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Published: June 14th 2018
Okay, so we are actually home from our month in Utah and Colorado. It is so nice to have a good Wi-Fi connection and lots of electricity to charge computers etc. Now, to complete the blogs I should have been able to do on the road.
Next up on our agenda was Natural Bridges National Monument. We discovered that the difference between a National Park and a National Monument is that only the U.S. Congress can set up a National Park but the President can establish a national Monument on his own. Anasazi State Park
Before we got to Natural Bridges we ran into Anasazi State Park in Boulder, Utah. In this area of Utah there were many groups of village dwelling farmers up to the end of the 12th
century. The museum discussed their life style with replicas of their buildings. Natural Bridges Park and Campground
The trip to Natural Bridges is a bit longer than our last move and the campground is pretty small. When we got there, there was no room in the inn. Bummer. Alternatives
The park rangers are pretty familiar with this situation and had a preprinted form showing
This is the view from inside the underground dwelling.
alternative camping locations near the park. The Bureau of Land Management manages the area surrounding the park and, usually, the BLM camp sites are a reasonable alternative to the park sites. They usually have outhouses which are acceptable as the sites are also usually free. Unfortunately, the areas around Natural Bridges didn’t and were pretty sandy. This means when the wind comes up (and it always does) the dust can be a problem, especially for contact wearers.
There was one site that was quite nice but, again, no outhouses. This is not a problem for RVers and there were quite a few in the nice site we looked at. We pressed on to Blanding. We hadn’t planned to spend any time there but it turned out to be a blessing in disguise. We pulled into the first commercial campground we came to and Dianne said “We’re staying here regardless of what it costs”. Turned out to be less than the National Monument campground and was quite nice. Spotty Wi-Fi but free showers and nice laundry. We booked in for one night but upped it to two even before we set up camp. Back to Natural Bridges
What I found interesting is that we saw the same type of housing in a museum when we lived in Kamloops.
next day we headed back to Natural Bridges to look at… the Natural Bridges! There are three main bridges in the park. You can take short trails to the overlooks or longer trails down into the canyons to look up at the bridges. We chose two overlooks and one trail down to the canyon floor. I think we made the right choice. The pictures say it way better than I can.
Dianne had planned a picnic lunch and we set up in the shade behind the visitor centre. There were three or four tables but no one was there. By the time we got our wraps put together, the tables were full. We were joined at our very large table by a group of about 8 people. They were a small “tour” group from New Mexico. They had a guide/driver who we think was with his wife and the rest were women in their 80s who travelled all over the place (including Vancouver Island) in a 15 passenger van with this ”younger” couple. It was pretty interesting to listen to them talk about their experiences. Butler Wash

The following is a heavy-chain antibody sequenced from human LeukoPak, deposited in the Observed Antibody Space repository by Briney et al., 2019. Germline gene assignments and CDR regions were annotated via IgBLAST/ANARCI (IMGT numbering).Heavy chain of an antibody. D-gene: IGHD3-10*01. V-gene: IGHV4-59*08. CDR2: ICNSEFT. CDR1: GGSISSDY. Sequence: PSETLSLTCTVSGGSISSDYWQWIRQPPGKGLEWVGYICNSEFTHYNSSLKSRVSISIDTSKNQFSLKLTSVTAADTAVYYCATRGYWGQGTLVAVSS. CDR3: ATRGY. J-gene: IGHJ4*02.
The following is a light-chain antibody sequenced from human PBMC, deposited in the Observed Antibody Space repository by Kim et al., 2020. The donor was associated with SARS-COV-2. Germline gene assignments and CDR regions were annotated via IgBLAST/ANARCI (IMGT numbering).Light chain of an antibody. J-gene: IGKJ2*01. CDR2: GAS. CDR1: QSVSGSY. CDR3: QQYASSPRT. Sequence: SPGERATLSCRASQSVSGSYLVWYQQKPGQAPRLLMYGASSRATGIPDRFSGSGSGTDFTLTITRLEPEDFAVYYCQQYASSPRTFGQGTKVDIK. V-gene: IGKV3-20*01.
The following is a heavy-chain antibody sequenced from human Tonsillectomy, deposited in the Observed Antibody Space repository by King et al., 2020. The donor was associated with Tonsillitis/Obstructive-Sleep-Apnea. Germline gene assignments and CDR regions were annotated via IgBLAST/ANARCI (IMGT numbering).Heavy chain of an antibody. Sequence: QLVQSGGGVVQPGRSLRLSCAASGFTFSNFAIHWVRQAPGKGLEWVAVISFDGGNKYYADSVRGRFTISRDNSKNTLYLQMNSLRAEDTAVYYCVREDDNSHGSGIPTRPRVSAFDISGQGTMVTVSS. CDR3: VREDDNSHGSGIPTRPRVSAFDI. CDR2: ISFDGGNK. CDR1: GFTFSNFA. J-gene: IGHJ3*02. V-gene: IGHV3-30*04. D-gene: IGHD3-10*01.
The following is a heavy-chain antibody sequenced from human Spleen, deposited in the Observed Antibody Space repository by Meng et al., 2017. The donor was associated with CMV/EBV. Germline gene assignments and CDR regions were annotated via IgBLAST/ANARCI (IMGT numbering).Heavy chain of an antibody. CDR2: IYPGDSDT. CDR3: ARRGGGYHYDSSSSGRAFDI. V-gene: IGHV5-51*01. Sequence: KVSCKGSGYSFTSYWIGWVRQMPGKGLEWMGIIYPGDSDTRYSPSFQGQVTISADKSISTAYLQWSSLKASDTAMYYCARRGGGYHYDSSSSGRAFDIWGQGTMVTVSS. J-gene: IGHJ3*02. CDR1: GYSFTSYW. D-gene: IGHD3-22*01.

We had passed the sign to Butler Wash Indian Ruins
We did find ourselves short of breath on occasion. This could explain why. The combination of elevation and dryness didn't do our sinuses any favour.
on our way to Blanding but after chatting with the rangers at the Visitor Centre decided to pay them a visit. The hike from the parking lot to the ruins wasn’t that long but it was over some interesting terrain. Much of the trail was over rock which doesn’t indicate the trail very well. This was our first experience with the use of cairns to mark the trail. Sometimes it was small piles of rock, other times it was rocks laid out in rows to show you where to go. We became very familiar with this technique in the coming days.
The ruins were fascinating. There are many overhangs in the canyons in Utah and the Puebloans made excellent use of these for shade as well as protection from the torrential rains (when they did get them). These were some of the best examples of Indian ruins. Edge of the Cedars State Park
If we hadn’t had to camp in Blanding we never would have found this state park which is actually inside the city. A very nice museum with a bunch of ruins outside that you can tour after the museum closed. Well worth the visit.
Between Natural Bridges and Blanding Off to Mesa Verde
As we drove we were quite taken by the rock structures.
After our two night stay in Blanding we headed to Colorado. We had rearranged our schedule because we didn’t want to be looking for a first-come, first served campsite on the American Memorial Day weekend. This change would put us at the National Park early on Thursday. The saga of our finding campsites is ToBeContinued.
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